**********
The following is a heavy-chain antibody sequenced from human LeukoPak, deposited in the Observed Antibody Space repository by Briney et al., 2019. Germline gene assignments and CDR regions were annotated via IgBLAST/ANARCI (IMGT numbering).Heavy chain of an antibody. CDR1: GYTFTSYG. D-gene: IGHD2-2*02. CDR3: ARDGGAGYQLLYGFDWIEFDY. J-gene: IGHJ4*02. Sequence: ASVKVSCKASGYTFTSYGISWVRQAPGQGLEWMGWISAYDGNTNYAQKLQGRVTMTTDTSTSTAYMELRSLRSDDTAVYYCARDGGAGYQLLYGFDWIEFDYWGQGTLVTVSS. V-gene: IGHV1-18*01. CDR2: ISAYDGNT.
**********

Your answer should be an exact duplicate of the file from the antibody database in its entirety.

The following is a heavy-chain antibody sequenced from human LeukoPak, deposited in the Observed Antibody Space repository by Briney et al., 2019. Germline gene assignments and CDR regions were annotated via IgBLAST/ANARCI (IMGT numbering).Heavy chain of an antibody. CDR1: GYTFTSYG. D-gene: IGHD2-2*02. CDR3: ARDGGAGYQLLYGFDWIEFDY. J-gene: IGHJ4*02. Sequence: ASVKVSCKASGYTFTSYGISWVRQAPGQGLEWMGWISAYDGNTNYAQKLQGRVTMTTDTSTSTAYMELRSLRSDDTAVYYCARDGGAGYQLLYGFDWIEFDYWGQGTLVTVSS. V-gene: IGHV1-18*01. CDR2: ISAYDGNT.